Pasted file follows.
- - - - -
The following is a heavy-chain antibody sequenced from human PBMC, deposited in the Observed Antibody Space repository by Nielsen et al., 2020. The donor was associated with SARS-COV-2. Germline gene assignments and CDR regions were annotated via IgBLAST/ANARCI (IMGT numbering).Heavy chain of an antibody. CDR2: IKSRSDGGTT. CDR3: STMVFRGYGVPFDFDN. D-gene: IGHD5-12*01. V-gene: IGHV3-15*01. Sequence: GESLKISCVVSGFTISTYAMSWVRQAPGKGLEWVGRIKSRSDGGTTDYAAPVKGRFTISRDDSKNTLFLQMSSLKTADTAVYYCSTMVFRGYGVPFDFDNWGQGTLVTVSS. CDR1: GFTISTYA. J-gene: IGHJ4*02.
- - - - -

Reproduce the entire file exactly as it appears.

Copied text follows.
The following is a heavy-chain antibody sequenced from human PBMC, deposited in the Observed Antibody Space repository by Nielsen et al., 2020. The donor was associated with SARS-COV-2. Germline gene assignments and CDR regions were annotated via IgBLAST/ANARCI (IMGT numbering).Heavy chain of an antibody. CDR2: IKSRSDGGTT. CDR3: STMVFRGYGVPFDFDN. D-gene: IGHD5-12*01. V-gene: IGHV3-15*01. Sequence: GESLKISCVVSGFTISTYAMSWVRQAPGKGLEWVGRIKSRSDGGTTDYAAPVKGRFTISRDDSKNTLFLQMSSLKTADTAVYYCSTMVFRGYGVPFDFDNWGQGTLVTVSS. CDR1: GFTISTYA. J-gene: IGHJ4*02.